Publications, opinions, and speeches
Building strong organizations for hard times
Published on 22/05/2012
This Maytree Opinion is an excerpt of a speech given on April 25 at the 2012 Connections conference, Calgary Chamber of Voluntary Organizations. Watch video of the full speech:
Maytree Opinion, May 2012
By Alan Broadbent
Many of us have a sense that the world is changing, and particularly that our former consensus that government was there to protect us is eroding. As we operate our community organizations in the face of government retreat, we wonder how we must change. How do we find the sustainable platform on which the future can be built? How do we manage in hard times? How might we thrive in hard times?
We know that the demand for our services will not diminish. We know that many of the problems we deal with are a continuing struggle to help people simply to live their lives with some dignity and security. We know that there will always be the great and noble work of helping our vulnerable neighbours.
So here are three thoughts about how we can make our organizations strong to thrive in hard times.
First, the Quality of our work is important. Whether we provide goods or services, or perform analysis or commentary, we should strive to do so at a high level of quality. And we should talk about it truthfully.
The Caledon Institute of Social Policy, which Maytree cofounded with Ken Battle, researches and comments on social policy, in particular income security. Ken’s work is high quality. People might disagree with his recommendations, but they cannot fault the quality of his research or his analysis. Ken makes a point of starting with data and looking to it for patterns and information, and he derives his conclusions from the data.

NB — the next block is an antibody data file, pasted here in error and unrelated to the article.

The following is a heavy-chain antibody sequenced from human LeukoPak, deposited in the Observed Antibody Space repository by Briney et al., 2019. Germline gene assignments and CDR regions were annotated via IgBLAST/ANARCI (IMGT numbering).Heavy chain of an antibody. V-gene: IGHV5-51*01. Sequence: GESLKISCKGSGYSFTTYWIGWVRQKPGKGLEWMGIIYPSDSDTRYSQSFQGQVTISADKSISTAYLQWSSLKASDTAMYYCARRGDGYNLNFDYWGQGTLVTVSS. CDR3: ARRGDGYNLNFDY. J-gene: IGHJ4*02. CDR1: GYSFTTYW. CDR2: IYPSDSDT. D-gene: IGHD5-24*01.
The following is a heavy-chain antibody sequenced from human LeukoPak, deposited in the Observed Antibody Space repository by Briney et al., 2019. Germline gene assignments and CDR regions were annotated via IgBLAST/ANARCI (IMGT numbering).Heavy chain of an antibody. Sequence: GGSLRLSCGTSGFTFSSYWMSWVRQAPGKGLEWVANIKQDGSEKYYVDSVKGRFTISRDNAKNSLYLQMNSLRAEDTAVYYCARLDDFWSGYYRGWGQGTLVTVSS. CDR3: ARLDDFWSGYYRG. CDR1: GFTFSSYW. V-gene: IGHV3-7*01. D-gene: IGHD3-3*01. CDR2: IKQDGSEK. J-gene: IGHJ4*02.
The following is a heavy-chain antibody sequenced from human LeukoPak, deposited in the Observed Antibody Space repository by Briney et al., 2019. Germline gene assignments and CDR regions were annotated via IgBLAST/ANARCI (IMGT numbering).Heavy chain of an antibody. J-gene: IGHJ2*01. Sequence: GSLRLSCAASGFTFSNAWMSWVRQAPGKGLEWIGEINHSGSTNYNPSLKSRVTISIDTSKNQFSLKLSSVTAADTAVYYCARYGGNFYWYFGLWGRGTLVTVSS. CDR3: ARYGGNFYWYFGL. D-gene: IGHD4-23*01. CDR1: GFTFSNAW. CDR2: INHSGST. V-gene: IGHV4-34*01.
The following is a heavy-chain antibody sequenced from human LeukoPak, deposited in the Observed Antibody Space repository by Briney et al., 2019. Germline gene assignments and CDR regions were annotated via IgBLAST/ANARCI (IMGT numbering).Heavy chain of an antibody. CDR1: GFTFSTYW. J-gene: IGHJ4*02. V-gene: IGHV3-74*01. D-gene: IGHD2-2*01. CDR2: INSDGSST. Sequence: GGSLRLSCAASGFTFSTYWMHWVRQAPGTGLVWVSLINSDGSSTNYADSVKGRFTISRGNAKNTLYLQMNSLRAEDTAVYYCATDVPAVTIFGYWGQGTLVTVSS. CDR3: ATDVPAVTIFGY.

Too many others who comment in the public arena start with their conclusions, or points of view, and merely look for the data to back them up. The problem with this approach is that once someone finds a flaw in your data, it is enough to cast doubt on your whole argument, and even your whole enterprise.
The best weapon you have against the people who don’t really want to do what you want them to do is the quality of your work. I am not talking about perfection, or some magical notion of quality. A rhetorical commitment to “the best” or “the highest” can often lead to a foolish and expensive pursuit of the unnecessary. But within the realistic parameters of your work and ambitions, striving for quality is important.